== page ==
I bought my home in 1999 and have two mortgages. The 2nd mortgage was in 2005 for home improvements. I was married a year ago and my husband and I were both laid off, he is Dec. 08 and I in March 09.
Currently the 2nd mortgage is headed for foreclosure, the payment is $260.00 but was reduced to $142.00 on a six month hardship program which ended 9/31/09. My husband is working now but child support takes half so he nets less than unemployment. I’m still not working and we are struggling.
I asked my 1st mortgage for assistance and they reduced the note to $500.00 from $897 for three months, which ends 10/1/09. I told the 1st mortgage about the foreclosure of the 2nd and they offered me a one month forebearance to pay the 2nd mortgage $500.00 to get it current as of 10/31/09.
The problem is another payment is due 10/31/09 on the 2nd mortgage and can’t pay it. We are now $1900.00 in arrears with the 1st mortgage and $500.00 in arrears with the 2nd. I don’t see any way out except to walk away, but my husband doesn’t want to.
He thinks we can get on a payment plan with both mortgages and keep the house. With his income cut in half at $12.00 an hour he can’t help me pay any bills. My work income was net $2400.00 a month and his was $2000.00 a month, we are now getting only $2300.00 a month. I want to just walk away but I was told that the bank may come after me for the difference in the loan after they sell house.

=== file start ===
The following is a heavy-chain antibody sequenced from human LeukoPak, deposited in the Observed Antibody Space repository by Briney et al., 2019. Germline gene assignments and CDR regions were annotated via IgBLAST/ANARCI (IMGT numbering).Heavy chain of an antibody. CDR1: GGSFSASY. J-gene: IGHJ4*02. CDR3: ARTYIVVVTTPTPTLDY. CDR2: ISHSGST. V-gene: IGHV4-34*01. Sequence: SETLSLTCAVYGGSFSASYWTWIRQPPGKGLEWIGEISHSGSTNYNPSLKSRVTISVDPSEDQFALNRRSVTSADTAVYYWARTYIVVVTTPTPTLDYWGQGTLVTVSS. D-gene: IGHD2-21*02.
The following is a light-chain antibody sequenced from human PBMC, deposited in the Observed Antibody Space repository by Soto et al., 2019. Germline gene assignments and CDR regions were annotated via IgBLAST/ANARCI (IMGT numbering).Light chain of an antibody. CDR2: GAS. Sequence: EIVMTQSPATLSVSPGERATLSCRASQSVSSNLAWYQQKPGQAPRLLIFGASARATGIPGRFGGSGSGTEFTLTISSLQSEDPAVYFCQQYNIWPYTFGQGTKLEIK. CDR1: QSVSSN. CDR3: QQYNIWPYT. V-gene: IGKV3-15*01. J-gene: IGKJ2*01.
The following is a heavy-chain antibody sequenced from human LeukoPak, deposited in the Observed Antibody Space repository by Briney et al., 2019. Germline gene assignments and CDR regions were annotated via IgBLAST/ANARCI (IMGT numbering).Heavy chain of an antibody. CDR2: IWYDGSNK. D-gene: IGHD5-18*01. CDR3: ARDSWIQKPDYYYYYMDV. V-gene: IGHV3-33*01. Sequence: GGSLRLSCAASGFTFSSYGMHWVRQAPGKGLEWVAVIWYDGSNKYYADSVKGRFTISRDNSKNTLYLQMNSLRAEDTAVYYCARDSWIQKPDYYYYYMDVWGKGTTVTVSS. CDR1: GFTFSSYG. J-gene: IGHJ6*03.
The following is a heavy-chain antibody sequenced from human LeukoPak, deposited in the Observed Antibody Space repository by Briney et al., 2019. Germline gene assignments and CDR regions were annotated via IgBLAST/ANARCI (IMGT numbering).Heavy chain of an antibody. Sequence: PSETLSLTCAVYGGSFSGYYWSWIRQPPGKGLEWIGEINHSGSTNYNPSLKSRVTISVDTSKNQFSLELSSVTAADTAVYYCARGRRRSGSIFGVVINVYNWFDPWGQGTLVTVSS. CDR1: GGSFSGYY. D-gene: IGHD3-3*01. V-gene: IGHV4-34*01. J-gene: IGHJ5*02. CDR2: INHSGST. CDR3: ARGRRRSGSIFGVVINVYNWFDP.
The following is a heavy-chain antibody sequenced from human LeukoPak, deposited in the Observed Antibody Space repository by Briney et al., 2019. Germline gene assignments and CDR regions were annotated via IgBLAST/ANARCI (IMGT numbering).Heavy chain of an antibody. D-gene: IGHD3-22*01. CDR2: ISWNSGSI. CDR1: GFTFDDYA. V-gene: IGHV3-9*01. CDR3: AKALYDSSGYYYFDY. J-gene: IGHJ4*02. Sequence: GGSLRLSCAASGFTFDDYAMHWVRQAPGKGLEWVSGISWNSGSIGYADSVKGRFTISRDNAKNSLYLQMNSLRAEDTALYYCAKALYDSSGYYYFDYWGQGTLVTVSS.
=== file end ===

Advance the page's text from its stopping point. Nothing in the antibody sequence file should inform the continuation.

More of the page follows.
That would be a disaster, since I can’t pay them now how will I pay them later. We both owe the IRS in back taxes, we have two car notes, one credit account for our wedding rings that we have not been paying because we can’t afford it, utilites, food, gas, cell phones, etc.
My question is, should we walk away or would I have to put the house in my husband’s name for him to file bankruptcy on it?
First off, you can’t transfer the home into his name alone and then go bankrupt on it.
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So where does that leave us? I had to read your question over a couple times before I caught a subtle point in it. You’ve been doing all the legwork on the loans but now your husband thinks the banks will play ball and give you a better deal. That my dear is what I call denial on his part.
You’ve done a good job and worked the bank process and managed to get some concessions but I’m not all that confident that you can get additional meaningful modifications since there is little evidence to support your ability to make even modified payments.
Here is what I think you need to do, play into your husbands ego and suggest that you could really use his help to workout some new deals with the bank you can meet. Let him try to work something out. He will either run into a brick wall or come up with a plan that is not going to be sustainable. Either way, it will help him to come face to face with reality and then be prepared to make the decisions he will need to make. Once he can accept the reality then he will be prepared to walk away and go bankrupt to close the door on this mess.
Unless something changes bankruptcy is probably in your future but until we can get your husband to see that, it has a possibility of creating a rift between you. We don’t want your husband to think this situation was a failure of your ability to negotiate. We need him to see it for what it is, numbers that don’t add up.